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Before & After With Mark Turner

The influences of a towering modern influence

Mark Turner
Mark Turner, Jazzhouse, Copenhagen Jazz Festival, 7-13

In September of 2014, Mark Turner released Lathe of Heaven, his sixth album as a leader, featuring a quartet of frequent collaborators: trumpeter Avishai Cohen, bassist Joe Martin and drummer Marcus Gilmore. It was his first project under his own name since 2001’s Dharma Days, but it would be wrong to call the 13-year interim a hiatus. In that time, the Brooklyn-based tenor saxophonist recorded three albums with Fly, his collective trio with drummer Jeff Ballard and bassist Larry Grenadier, and appeared as a sideman on albums by Billy Hart, Kurt Rosenwinkel, Aaron Goldberg, David Binney, Gilad Hekselman and many others.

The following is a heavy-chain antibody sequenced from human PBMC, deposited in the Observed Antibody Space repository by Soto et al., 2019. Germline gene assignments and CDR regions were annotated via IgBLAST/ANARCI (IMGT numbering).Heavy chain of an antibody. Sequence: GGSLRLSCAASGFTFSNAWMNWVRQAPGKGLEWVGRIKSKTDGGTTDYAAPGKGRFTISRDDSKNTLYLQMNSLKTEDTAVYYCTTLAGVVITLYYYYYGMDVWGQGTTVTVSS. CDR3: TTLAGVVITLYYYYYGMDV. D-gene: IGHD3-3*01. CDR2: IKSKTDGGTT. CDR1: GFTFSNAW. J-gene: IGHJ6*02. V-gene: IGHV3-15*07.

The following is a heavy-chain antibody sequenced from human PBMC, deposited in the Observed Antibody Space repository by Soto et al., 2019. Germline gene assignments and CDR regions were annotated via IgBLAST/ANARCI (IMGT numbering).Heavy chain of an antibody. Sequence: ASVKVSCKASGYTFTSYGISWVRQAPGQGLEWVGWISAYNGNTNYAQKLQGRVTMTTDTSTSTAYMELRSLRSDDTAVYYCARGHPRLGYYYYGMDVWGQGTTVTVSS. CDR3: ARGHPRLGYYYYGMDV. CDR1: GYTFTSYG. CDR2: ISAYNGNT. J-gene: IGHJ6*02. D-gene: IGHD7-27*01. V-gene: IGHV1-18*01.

Turner’s long absence out front also did little to diminish his outsize influence. At 49, his singular sound has echoed through a generation of younger saxophonists including Ben Wendel, Melissa Aldana and Noah Preminger, but his status as one of the leading contemporary tenor players belies a cool, gnomic composure and an eternal student’s humility. Turner has advanced tenor vocabulary, but his trademark lithe tone, angular chromaticism and motivic approach to improvisation have a well-established history.

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